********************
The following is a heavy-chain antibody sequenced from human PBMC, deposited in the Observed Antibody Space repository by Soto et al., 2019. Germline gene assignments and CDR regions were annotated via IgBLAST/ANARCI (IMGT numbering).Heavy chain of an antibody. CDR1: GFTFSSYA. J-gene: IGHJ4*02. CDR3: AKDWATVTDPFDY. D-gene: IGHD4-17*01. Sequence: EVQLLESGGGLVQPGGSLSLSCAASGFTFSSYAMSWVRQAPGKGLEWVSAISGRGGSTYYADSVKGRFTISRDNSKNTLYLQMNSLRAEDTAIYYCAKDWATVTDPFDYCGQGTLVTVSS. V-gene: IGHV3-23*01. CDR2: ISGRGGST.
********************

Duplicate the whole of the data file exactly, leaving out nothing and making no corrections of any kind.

The following is a heavy-chain antibody sequenced from human PBMC, deposited in the Observed Antibody Space repository by Soto et al., 2019. Germline gene assignments and CDR regions were annotated via IgBLAST/ANARCI (IMGT numbering).Heavy chain of an antibody. CDR1: GFTFSSYA. J-gene: IGHJ4*02. CDR3: AKDWATVTDPFDY. D-gene: IGHD4-17*01. Sequence: EVQLLESGGGLVQPGGSLSLSCAASGFTFSSYAMSWVRQAPGKGLEWVSAISGRGGSTYYADSVKGRFTISRDNSKNTLYLQMNSLRAEDTAIYYCAKDWATVTDPFDYCGQGTLVTVSS. V-gene: IGHV3-23*01. CDR2: ISGRGGST.